Environmental groups and supporters of the oil and gas industry have different opinions over claims by the U.S. Geological Survey (USGS) that an increase in earthquakes in the Midcontinent region are more than likely caused by wastewater injection well activities.
Scientists from the USGS earthquake research center in Menlo Park, CA, in an advance on a research paper, said there has been a six-fold increase in the number of earthquakes of 3.0 magnitude or greater in the Midcontinent area since 2001, over 20th century levels (see Shale Daily, April 2). They placed activity near the coalbed methane field of the Raton Basin, located along the Colorado-New Mexico border, just west of Trinidad, CO.
America's Natural Gas Alliance (ANGA) noted the sparse nature of the information published so far. "It is very hard to draw conclusions based on an unpublished abstract. There is, however, a difference between disposal injection wells and hydraulically fractured wells and many media reports confuse the two."
ANGA added that although there are more than 140,000 wastewater disposal wells in the United States, "only a handful [are] potentially linked to seismic activity. We are committed to monitoring the issue and working with authorities where there are concerns, but it should be noted that currently there is no scientific data associating hydraulic fracturing with earthquakes that would cause damage."
"We're happy that the federal government and the USGS are stepping up and providing some additional research," Deborah Nardone, director of the Sierra Club's Natural Gas Reform campaign, told NGI's Shale Daily on Wednesday. "Hopefully they will point to the fact that there needs to be better oversight on some of the rules that govern the way in which [hydraulic fracturing] is handled and the way in which its waste products are dealt with."
In a blog post on Wednesday, Interior Department Deputy Secretary David Hayes said news reports about a scientific link between unconventional oil and gas drilling and earthquakes began popping up last week.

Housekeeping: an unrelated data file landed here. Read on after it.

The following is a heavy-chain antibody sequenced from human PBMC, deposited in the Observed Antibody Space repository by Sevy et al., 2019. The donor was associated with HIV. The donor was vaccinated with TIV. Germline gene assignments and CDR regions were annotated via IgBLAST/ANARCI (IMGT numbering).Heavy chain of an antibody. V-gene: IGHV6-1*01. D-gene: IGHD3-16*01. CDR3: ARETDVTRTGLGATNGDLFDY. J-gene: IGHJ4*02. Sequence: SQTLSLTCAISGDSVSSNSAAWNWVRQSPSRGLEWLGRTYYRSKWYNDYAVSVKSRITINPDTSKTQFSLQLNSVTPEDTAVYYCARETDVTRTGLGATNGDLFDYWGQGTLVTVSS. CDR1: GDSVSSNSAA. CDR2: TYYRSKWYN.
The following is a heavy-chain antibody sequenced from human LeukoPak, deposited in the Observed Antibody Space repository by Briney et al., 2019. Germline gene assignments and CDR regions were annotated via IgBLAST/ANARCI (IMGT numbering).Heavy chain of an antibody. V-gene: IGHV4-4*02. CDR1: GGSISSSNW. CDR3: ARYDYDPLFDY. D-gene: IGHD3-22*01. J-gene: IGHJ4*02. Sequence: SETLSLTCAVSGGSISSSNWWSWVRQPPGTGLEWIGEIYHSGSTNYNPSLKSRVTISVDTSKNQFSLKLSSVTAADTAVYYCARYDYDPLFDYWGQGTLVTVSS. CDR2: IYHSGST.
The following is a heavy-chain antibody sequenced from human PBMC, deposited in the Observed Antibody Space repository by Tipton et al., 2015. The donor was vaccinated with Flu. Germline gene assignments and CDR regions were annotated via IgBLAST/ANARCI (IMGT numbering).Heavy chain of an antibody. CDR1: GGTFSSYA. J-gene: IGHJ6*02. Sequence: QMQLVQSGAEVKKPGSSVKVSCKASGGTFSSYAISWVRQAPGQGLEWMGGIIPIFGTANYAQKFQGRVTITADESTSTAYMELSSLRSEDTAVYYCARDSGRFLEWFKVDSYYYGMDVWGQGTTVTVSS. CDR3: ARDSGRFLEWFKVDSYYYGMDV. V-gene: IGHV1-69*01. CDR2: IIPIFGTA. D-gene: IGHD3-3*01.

"The accuracy of these media reports varied greatly," Hayes said. "Science will continue to play a critical role as the Obama administration moves forward with an all-of-the-above strategy for American energy. USGS's contributions to this effort, including...work on the correlation between wastewater injection sites and seismicity, represent an important part of the overall dialogue about how we can continue to expand domestic oil and gas production safely and responsibly."
The American Petroleum Institute (API) echoed that sentiment, saying that any underground activity can cause seismic vibrations.
"As seismologists and geologists across the country have already determined, the activity that occurs during the hydraulic fracturing process does not produce vibrations of noticeable size," API said. "The minute vibrations occurring during this process may not even be detectable to humans. This is based on a 60-plus year history of these operations."
USGS researchers plan to discuss the increase in earthquakes at the annual Seismological Society of America (SSA) conference, which is being held April 17-19 in San Diego. The USGS presentation, entitled "The M5.8 Central Virginia and the M5.6 Oklahoma Earthquakes of 2011," is scheduled for April 18 at 3:45 p.m.
Last month Ohio regulators said a dozen small earthquakes in northeastern Ohio over the last year may have been triggered by a wastewater disposal well in Youngstown (see Shale Daily, March 12). In 2011, Arkansas established a moratorium on wastewater disposal wells in an area of the Fayetteville Shale after similar quake activity was reported there (see Shale Daily, July 29, 2011; March 4, 2011).